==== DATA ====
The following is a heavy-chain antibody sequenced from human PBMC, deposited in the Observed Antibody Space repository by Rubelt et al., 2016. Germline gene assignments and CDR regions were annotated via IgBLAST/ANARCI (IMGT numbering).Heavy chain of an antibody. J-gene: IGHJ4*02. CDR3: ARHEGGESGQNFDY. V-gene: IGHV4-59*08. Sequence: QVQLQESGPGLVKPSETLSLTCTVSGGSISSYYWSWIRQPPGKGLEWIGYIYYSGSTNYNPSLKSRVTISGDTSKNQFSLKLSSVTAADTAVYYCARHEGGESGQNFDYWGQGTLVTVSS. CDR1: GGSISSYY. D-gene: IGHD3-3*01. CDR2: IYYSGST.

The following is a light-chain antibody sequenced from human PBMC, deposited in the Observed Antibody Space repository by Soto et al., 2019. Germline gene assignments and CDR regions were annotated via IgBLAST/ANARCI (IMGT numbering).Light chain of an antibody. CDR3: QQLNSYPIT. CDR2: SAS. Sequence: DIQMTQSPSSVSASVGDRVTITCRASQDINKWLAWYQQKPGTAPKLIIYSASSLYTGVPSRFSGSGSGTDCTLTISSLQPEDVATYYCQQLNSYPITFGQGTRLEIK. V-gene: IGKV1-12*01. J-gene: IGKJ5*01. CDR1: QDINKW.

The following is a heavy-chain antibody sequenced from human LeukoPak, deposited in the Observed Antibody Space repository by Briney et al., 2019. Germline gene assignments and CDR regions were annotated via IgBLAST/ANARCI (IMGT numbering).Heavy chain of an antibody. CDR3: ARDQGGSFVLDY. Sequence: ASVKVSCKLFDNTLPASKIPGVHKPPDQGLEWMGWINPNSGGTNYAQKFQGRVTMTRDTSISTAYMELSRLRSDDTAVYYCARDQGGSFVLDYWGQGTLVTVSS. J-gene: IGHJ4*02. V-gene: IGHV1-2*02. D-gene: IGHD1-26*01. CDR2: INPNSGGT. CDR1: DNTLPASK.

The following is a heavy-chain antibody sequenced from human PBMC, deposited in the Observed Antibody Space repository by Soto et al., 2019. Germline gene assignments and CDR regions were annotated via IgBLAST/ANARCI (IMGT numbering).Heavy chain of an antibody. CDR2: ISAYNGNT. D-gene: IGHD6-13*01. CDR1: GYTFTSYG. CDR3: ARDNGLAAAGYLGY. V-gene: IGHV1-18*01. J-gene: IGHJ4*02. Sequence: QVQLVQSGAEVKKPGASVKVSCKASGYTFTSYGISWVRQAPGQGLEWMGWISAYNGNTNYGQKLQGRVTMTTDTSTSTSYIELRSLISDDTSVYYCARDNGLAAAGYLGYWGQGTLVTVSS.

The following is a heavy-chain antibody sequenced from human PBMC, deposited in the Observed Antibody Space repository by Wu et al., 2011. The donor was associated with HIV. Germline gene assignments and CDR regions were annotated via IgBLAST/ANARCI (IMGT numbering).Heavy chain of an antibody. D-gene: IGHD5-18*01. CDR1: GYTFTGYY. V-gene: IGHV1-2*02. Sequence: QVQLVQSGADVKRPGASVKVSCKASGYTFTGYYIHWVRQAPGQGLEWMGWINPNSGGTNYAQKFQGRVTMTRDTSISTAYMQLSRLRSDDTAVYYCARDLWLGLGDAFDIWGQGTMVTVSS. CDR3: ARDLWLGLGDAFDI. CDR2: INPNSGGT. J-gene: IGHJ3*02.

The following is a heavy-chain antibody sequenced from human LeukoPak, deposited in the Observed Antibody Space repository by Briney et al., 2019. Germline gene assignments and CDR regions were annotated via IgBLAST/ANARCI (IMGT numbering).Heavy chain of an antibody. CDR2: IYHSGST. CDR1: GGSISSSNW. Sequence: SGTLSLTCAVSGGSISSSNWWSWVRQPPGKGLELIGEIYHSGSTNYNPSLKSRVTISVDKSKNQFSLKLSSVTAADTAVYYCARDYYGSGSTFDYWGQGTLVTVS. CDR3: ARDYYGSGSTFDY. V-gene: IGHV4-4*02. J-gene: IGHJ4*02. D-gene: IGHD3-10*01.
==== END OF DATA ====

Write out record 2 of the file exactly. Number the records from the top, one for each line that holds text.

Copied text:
The following is a light-chain antibody sequenced from human PBMC, deposited in the Observed Antibody Space repository by Soto et al., 2019. Germline gene assignments and CDR regions were annotated via IgBLAST/ANARCI (IMGT numbering).Light chain of an antibody. CDR3: QQLNSYPIT. CDR2: SAS. Sequence: DIQMTQSPSSVSASVGDRVTITCRASQDINKWLAWYQQKPGTAPKLIIYSASSLYTGVPSRFSGSGSGTDCTLTISSLQPEDVATYYCQQLNSYPITFGQGTRLEIK. V-gene: IGKV1-12*01. J-gene: IGKJ5*01. CDR1: QDINKW.